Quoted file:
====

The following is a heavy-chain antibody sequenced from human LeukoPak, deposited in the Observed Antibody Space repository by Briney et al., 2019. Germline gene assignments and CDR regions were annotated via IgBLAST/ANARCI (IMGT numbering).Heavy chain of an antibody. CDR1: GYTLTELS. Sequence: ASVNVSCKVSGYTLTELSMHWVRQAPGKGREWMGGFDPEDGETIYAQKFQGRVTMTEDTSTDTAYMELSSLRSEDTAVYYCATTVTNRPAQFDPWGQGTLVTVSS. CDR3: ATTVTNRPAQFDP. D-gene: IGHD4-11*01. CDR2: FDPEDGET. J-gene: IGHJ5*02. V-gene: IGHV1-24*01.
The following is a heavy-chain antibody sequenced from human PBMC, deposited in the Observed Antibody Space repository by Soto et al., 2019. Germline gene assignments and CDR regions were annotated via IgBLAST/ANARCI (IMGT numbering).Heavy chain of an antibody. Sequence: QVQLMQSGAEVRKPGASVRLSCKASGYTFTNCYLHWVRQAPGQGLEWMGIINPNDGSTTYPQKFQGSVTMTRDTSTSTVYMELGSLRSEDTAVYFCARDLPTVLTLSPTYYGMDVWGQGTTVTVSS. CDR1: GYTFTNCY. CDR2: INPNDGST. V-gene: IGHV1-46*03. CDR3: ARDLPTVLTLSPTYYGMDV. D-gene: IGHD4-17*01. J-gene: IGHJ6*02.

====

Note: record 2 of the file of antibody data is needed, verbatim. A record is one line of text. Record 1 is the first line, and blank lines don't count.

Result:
The following is a heavy-chain antibody sequenced from human PBMC, deposited in the Observed Antibody Space repository by Soto et al., 2019. Germline gene assignments and CDR regions were annotated via IgBLAST/ANARCI (IMGT numbering).Heavy chain of an antibody. Sequence: QVQLMQSGAEVRKPGASVRLSCKASGYTFTNCYLHWVRQAPGQGLEWMGIINPNDGSTTYPQKFQGSVTMTRDTSTSTVYMELGSLRSEDTAVYFCARDLPTVLTLSPTYYGMDVWGQGTTVTVSS. CDR1: GYTFTNCY. CDR2: INPNDGST. V-gene: IGHV1-46*03. CDR3: ARDLPTVLTLSPTYYGMDV. D-gene: IGHD4-17*01. J-gene: IGHJ6*02.